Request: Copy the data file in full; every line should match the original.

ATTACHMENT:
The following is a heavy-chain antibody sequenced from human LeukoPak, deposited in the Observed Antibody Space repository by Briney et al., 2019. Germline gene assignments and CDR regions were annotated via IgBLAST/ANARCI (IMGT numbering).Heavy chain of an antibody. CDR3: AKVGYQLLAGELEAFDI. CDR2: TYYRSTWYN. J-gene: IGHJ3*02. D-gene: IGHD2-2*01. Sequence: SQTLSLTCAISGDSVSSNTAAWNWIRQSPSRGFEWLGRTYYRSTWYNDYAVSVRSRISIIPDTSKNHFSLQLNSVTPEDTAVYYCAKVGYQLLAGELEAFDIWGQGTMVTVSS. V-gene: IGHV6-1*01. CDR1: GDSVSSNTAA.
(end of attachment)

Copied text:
The following is a heavy-chain antibody sequenced from human LeukoPak, deposited in the Observed Antibody Space repository by Briney et al., 2019. Germline gene assignments and CDR regions were annotated via IgBLAST/ANARCI (IMGT numbering).Heavy chain of an antibody. CDR3: AKVGYQLLAGELEAFDI. CDR2: TYYRSTWYN. J-gene: IGHJ3*02. D-gene: IGHD2-2*01. Sequence: SQTLSLTCAISGDSVSSNTAAWNWIRQSPSRGFEWLGRTYYRSTWYNDYAVSVRSRISIIPDTSKNHFSLQLNSVTPEDTAVYYCAKVGYQLLAGELEAFDIWGQGTMVTVSS. V-gene: IGHV6-1*01. CDR1: GDSVSSNTAA.